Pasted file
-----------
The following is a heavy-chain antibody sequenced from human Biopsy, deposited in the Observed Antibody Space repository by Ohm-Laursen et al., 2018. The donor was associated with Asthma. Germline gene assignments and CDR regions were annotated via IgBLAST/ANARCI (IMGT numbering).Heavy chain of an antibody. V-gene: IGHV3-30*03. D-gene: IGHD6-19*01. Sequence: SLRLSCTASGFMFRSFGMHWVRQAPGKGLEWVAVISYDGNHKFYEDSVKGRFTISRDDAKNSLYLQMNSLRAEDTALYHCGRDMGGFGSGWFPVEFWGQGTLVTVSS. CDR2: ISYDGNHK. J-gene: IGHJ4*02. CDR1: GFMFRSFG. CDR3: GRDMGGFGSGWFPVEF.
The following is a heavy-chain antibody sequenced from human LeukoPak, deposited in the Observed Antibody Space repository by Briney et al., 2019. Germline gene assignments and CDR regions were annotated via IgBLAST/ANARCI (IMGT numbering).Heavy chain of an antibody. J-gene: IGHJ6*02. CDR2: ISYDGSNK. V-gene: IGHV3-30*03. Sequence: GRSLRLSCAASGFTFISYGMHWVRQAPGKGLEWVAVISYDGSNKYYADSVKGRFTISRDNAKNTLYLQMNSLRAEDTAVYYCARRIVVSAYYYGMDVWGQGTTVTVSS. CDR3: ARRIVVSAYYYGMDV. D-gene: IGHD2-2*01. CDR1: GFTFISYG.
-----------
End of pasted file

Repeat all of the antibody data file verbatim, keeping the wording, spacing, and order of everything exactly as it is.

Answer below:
The following is a heavy-chain antibody sequenced from human Biopsy, deposited in the Observed Antibody Space repository by Ohm-Laursen et al., 2018. The donor was associated with Asthma. Germline gene assignments and CDR regions were annotated via IgBLAST/ANARCI (IMGT numbering).Heavy chain of an antibody. V-gene: IGHV3-30*03. D-gene: IGHD6-19*01. Sequence: SLRLSCTASGFMFRSFGMHWVRQAPGKGLEWVAVISYDGNHKFYEDSVKGRFTISRDDAKNSLYLQMNSLRAEDTALYHCGRDMGGFGSGWFPVEFWGQGTLVTVSS. CDR2: ISYDGNHK. J-gene: IGHJ4*02. CDR1: GFMFRSFG. CDR3: GRDMGGFGSGWFPVEF.
The following is a heavy-chain antibody sequenced from human LeukoPak, deposited in the Observed Antibody Space repository by Briney et al., 2019. Germline gene assignments and CDR regions were annotated via IgBLAST/ANARCI (IMGT numbering).Heavy chain of an antibody. J-gene: IGHJ6*02. CDR2: ISYDGSNK. V-gene: IGHV3-30*03. Sequence: GRSLRLSCAASGFTFISYGMHWVRQAPGKGLEWVAVISYDGSNKYYADSVKGRFTISRDNAKNTLYLQMNSLRAEDTAVYYCARRIVVSAYYYGMDVWGQGTTVTVSS. CDR3: ARRIVVSAYYYGMDV. D-gene: IGHD2-2*01. CDR1: GFTFISYG.